The Bureau of Land Management will auction leasing rights
to 1,676 acres of the Wayne National Forest via online auction on Dec. 13. It’s not quite like eBay, though; this land is earmarked expressly for oil and natural gas drillers — private companies that will use the forest for non-renewable energy production.
The news signals a deep and ongoing commitment among Ohio politicians and the federal government to inextricably tie the state’s public (and private) land to fossil fuel production and infrastructure
The BLM’s stance manages to shoe-horn the word “sustainable” twice into its public explanation: “The oil and gas leasing program managed by the BLM encourages the sustainable development of domestic oil and gas reserves which reduces the dependence of the United States on foreign sources of energy as part of its multiple-use and sustainable yield mandate.”
Still, though, the impending loss of acres in Ohio’s only national forest (distinct from a national park) has prompted environmental advocacy groups across the state to fight back.
“This fall, we’ve been continuing to try and educate the public and influence the forest supervisor, Kathleen Atkinson,” says Heather Cantino, member of the Athens County Fracking Action Network, one of the most active groups working against drilling in southeast Ohio.
Based on recent BLM auctions, an acre of federal public land can sell for as little as $1.50. But average U.S. residents can’t just sign in and bid on these acres; these properties are meant only for private mineral extraction. (“There are very stiff penalties now for trying to lease when you do not intend to actually extract the oil and gas,” Cantino says.) Environmental advocates have successfully placed bids in other federal auctions, only to have their leases revoked. A Utah man spent 21 months in prison for placing the winning bids on 14 parcels of land in that state.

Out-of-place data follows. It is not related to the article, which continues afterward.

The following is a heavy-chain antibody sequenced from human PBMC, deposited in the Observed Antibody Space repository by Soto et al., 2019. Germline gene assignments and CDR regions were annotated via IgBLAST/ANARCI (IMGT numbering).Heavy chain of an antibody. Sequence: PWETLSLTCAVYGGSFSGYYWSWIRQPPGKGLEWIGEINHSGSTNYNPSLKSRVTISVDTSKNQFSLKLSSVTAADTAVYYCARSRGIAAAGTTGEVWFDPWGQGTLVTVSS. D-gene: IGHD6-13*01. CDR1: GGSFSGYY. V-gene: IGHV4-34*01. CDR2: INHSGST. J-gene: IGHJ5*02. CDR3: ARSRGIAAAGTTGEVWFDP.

The concerns don’t end on auction day, however.
The idea, also, is that the lease rights will open up access to private land in the vicinity — access to mineral rights that will now be easier for energy companies to negotiate. (Fracking companies need contiguous access to get at specific underground natural gas supplies. The process is also known as “horizontal drilling,” so one might easily imagine how vast swaths of shale can be reached from one particular drilling location.) “Those are cumulative impacts that are not addressed at all in the EA [environmental assessment],” Cantino says of the scope of this inevitable drilling.
In 2011, then-forest supervisor Anne Carey pulled more than 3,000 Wayne National Forest acres from an upcoming auction. It remains unlikely that current leadership will follow that example. “This will provide us an opportunity to study the surface impacts associated with this deep drilling and see if the surface impacts will be within the zone of what we analyzed for impacts for oil and gas,” she told the Ironton tribune in 2011. “This deep drilling is new technology that wasn’t on the horizon when we did our forest plan in 2006.”
Those acres were not returned to the auction block until this year.
A change.org petition
currently boasts some 97,000 signatures of people opposed to this auction.